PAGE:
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International Relations History

Past, Present and Future Ways of Bounding Hard Power and War: An Eight-Part Blog

Photo: Steve Drolet

This week and the next, the ISN website will be concentrating on the problem of future forecasting. If the international system today is indeed undergoing core-level changes, then trying to understand where these changes might be taking us becomes important – not just in general, but in the case of how future belligerents might use what has become popularly known as hard power.

We know, however, that a robust contemplation of the future must be grounded in the past. Effective futurology, in other words, requires context. That is why before I contemplate the future of organized violence I’d like to perform a little history – i.e., I’d like to begin with a proposition that will also serve as my core theme over the next eight blog posts.

It goes as follows: Up through the late 20th century, concepts of military or hard power were inescapably entangled with the two characterizations of war that have dominated the modern era – 1) the “rational” pseudo-scientific approach of Renaissance and Enlightenment thinkers, and 2) the “irrational,” 19th century approach of military romantics. Both approaches are not totally “reality inclusive,” and because they first – and naturally – focused on the collision of hostile armies over disputed territory, they eventually trapped those who thought about the utility (or not) of war within a prison house of language. That trap lasted at least until the 1990s, at which point new ways of characterizing hard power appeared. These new ways, however, represented (and still do) a way back to the future, if anything else.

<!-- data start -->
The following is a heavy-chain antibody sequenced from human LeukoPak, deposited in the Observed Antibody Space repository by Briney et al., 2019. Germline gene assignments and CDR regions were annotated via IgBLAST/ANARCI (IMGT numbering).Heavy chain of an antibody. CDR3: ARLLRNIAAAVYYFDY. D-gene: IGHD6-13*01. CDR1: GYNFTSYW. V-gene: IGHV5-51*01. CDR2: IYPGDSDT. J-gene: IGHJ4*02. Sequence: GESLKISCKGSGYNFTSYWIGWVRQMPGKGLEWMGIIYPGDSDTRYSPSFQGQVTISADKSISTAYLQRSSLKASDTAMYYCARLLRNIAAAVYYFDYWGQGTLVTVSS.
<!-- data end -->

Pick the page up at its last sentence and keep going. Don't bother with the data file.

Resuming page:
Categories
Uncategorized

ISN Weekly Theme: Twenty Years Since the Fall of the Wall

The Berlin Wall in 1987, photo: fjords/flickr
The Berlin Wall in 1987, photo: fjords/flickr

Two decades after the fall of the Wall the world and Germany itself is afforded a moment for self-reflection and an opportunity for analysis of the consequences of that momentous event. As well as providing us with a unique reference point in terms of the end of the Cold War and Cold War history more generally, the end of Germany’s division provides us with a benchmark for the analysis of the progress that Germany has made since its re-unification nearly two decades ago.

  • In our Links section we feature 20 Years After the Wall, a web page provided by Spiegel Online that offers articles, background and opinions on the anniversary of the fall of the Wall.
Categories
Government Culture History

ISN Weekly Theme: The Truth About ‘Truth’ Commissions

Photo: Athena Workman/flickr
Photo: Athena Workman/flickr

Truth commissions are usually formed to examine a country’s history, bringing to light the good, the bad and the ugly.

But, history belongs to the victors. Truth commissions can also be used to forward a particular political stance. In our weekly theme, “The Truth About ‘Truth’ Commissions, Ariel Cohen examines the new Russian ‘Truth’ Commission with a critical eye, stating that it has been intentionally designed to stop the pieces of history that would damage the carefully crafted image of today’s Russia from coming to the surface.

The ISN’s Linda Popova gives background information on truth commissions and offers evidence that bureaucracy can hinder even the most earnest attempts at finding the ‘truth.’

And as always, check our site throughout the week for more on the topic.